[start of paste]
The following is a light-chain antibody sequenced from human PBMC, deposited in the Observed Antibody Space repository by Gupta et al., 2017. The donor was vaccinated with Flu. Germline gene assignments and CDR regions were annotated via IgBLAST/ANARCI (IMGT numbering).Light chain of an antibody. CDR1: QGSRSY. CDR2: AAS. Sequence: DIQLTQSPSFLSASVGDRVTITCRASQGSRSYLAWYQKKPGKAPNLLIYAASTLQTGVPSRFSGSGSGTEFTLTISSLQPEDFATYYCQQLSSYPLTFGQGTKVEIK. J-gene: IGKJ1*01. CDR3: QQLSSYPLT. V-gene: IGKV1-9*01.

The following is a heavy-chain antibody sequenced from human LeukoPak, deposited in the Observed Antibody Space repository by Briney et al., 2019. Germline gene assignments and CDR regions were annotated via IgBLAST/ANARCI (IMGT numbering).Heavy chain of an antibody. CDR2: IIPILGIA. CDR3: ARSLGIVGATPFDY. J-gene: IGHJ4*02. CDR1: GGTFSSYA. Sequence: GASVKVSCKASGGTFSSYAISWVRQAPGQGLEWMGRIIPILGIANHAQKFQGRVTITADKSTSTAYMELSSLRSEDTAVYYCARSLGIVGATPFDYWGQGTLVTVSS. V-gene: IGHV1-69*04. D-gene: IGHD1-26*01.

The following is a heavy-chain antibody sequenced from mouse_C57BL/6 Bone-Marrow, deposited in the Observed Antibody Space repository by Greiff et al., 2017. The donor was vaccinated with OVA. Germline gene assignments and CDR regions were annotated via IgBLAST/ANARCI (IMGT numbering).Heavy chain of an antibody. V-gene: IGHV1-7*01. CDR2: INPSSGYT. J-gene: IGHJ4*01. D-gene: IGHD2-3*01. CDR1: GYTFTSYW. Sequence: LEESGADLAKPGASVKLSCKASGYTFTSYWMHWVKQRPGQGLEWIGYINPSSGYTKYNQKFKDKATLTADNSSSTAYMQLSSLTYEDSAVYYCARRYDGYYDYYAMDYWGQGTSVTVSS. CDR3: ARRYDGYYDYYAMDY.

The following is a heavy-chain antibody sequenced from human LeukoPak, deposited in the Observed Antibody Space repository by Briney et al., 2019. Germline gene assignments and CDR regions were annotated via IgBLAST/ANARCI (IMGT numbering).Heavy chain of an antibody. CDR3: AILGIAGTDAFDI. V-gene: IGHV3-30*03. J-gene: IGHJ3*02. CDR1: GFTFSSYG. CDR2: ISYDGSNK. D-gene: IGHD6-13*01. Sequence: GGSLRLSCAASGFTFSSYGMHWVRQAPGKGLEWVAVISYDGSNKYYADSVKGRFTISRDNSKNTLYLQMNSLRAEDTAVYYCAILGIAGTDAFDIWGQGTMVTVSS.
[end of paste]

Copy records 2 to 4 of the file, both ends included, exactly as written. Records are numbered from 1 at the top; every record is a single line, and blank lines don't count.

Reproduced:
The following is a heavy-chain antibody sequenced from human LeukoPak, deposited in the Observed Antibody Space repository by Briney et al., 2019. Germline gene assignments and CDR regions were annotated via IgBLAST/ANARCI (IMGT numbering).Heavy chain of an antibody. CDR2: IIPILGIA. CDR3: ARSLGIVGATPFDY. J-gene: IGHJ4*02. CDR1: GGTFSSYA. Sequence: GASVKVSCKASGGTFSSYAISWVRQAPGQGLEWMGRIIPILGIANHAQKFQGRVTITADKSTSTAYMELSSLRSEDTAVYYCARSLGIVGATPFDYWGQGTLVTVSS. V-gene: IGHV1-69*04. D-gene: IGHD1-26*01.

The following is a heavy-chain antibody sequenced from mouse_C57BL/6 Bone-Marrow, deposited in the Observed Antibody Space repository by Greiff et al., 2017. The donor was vaccinated with OVA. Germline gene assignments and CDR regions were annotated via IgBLAST/ANARCI (IMGT numbering).Heavy chain of an antibody. V-gene: IGHV1-7*01. CDR2: INPSSGYT. J-gene: IGHJ4*01. D-gene: IGHD2-3*01. CDR1: GYTFTSYW. Sequence: LEESGADLAKPGASVKLSCKASGYTFTSYWMHWVKQRPGQGLEWIGYINPSSGYTKYNQKFKDKATLTADNSSSTAYMQLSSLTYEDSAVYYCARRYDGYYDYYAMDYWGQGTSVTVSS. CDR3: ARRYDGYYDYYAMDY.

The following is a heavy-chain antibody sequenced from human LeukoPak, deposited in the Observed Antibody Space repository by Briney et al., 2019. Germline gene assignments and CDR regions were annotated via IgBLAST/ANARCI (IMGT numbering).Heavy chain of an antibody. CDR3: AILGIAGTDAFDI. V-gene: IGHV3-30*03. J-gene: IGHJ3*02. CDR1: GFTFSSYG. CDR2: ISYDGSNK. D-gene: IGHD6-13*01. Sequence: GGSLRLSCAASGFTFSSYGMHWVRQAPGKGLEWVAVISYDGSNKYYADSVKGRFTISRDNSKNTLYLQMNSLRAEDTAVYYCAILGIAGTDAFDIWGQGTMVTVSS.